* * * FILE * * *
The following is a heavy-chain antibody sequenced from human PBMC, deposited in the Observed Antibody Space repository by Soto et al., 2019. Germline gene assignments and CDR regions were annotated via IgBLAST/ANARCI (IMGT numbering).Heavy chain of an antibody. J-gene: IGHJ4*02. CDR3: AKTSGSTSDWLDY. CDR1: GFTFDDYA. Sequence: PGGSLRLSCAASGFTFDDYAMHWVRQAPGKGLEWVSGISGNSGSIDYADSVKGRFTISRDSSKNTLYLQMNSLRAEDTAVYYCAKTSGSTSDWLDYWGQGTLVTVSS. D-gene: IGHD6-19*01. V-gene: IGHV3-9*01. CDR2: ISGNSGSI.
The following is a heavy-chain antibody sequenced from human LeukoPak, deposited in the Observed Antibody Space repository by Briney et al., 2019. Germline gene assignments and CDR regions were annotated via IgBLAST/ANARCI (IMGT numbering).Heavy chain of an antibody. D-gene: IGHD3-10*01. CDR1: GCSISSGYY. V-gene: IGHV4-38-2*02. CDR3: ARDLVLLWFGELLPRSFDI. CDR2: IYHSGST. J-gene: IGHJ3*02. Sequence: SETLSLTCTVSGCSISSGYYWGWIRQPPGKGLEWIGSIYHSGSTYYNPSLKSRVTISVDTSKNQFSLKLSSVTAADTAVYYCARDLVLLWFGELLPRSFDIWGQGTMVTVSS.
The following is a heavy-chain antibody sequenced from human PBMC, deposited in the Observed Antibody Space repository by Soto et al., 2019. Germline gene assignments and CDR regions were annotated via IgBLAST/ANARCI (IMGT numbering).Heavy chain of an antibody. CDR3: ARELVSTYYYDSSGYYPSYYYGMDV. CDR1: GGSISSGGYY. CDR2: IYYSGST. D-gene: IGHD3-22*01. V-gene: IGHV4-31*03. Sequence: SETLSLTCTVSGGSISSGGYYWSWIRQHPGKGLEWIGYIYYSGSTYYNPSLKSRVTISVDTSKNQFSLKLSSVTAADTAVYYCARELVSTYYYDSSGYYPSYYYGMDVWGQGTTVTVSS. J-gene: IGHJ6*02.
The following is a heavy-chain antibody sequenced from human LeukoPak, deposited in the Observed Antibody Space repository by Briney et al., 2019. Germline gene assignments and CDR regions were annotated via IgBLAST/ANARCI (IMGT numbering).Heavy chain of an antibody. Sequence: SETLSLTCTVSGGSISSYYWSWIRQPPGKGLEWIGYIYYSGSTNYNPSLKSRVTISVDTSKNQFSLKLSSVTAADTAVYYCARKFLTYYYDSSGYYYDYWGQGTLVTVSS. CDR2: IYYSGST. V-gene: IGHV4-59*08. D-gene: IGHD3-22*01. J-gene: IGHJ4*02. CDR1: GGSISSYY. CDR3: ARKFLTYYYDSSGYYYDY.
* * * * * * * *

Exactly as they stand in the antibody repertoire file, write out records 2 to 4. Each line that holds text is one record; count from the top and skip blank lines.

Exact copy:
The following is a heavy-chain antibody sequenced from human LeukoPak, deposited in the Observed Antibody Space repository by Briney et al., 2019. Germline gene assignments and CDR regions were annotated via IgBLAST/ANARCI (IMGT numbering).Heavy chain of an antibody. D-gene: IGHD3-10*01. CDR1: GCSISSGYY. V-gene: IGHV4-38-2*02. CDR3: ARDLVLLWFGELLPRSFDI. CDR2: IYHSGST. J-gene: IGHJ3*02. Sequence: SETLSLTCTVSGCSISSGYYWGWIRQPPGKGLEWIGSIYHSGSTYYNPSLKSRVTISVDTSKNQFSLKLSSVTAADTAVYYCARDLVLLWFGELLPRSFDIWGQGTMVTVSS.
The following is a heavy-chain antibody sequenced from human PBMC, deposited in the Observed Antibody Space repository by Soto et al., 2019. Germline gene assignments and CDR regions were annotated via IgBLAST/ANARCI (IMGT numbering).Heavy chain of an antibody. CDR3: ARELVSTYYYDSSGYYPSYYYGMDV. CDR1: GGSISSGGYY. CDR2: IYYSGST. D-gene: IGHD3-22*01. V-gene: IGHV4-31*03. Sequence: SETLSLTCTVSGGSISSGGYYWSWIRQHPGKGLEWIGYIYYSGSTYYNPSLKSRVTISVDTSKNQFSLKLSSVTAADTAVYYCARELVSTYYYDSSGYYPSYYYGMDVWGQGTTVTVSS. J-gene: IGHJ6*02.
The following is a heavy-chain antibody sequenced from human LeukoPak, deposited in the Observed Antibody Space repository by Briney et al., 2019. Germline gene assignments and CDR regions were annotated via IgBLAST/ANARCI (IMGT numbering).Heavy chain of an antibody. Sequence: SETLSLTCTVSGGSISSYYWSWIRQPPGKGLEWIGYIYYSGSTNYNPSLKSRVTISVDTSKNQFSLKLSSVTAADTAVYYCARKFLTYYYDSSGYYYDYWGQGTLVTVSS. CDR2: IYYSGST. V-gene: IGHV4-59*08. D-gene: IGHD3-22*01. J-gene: IGHJ4*02. CDR1: GGSISSYY. CDR3: ARKFLTYYYDSSGYYYDY.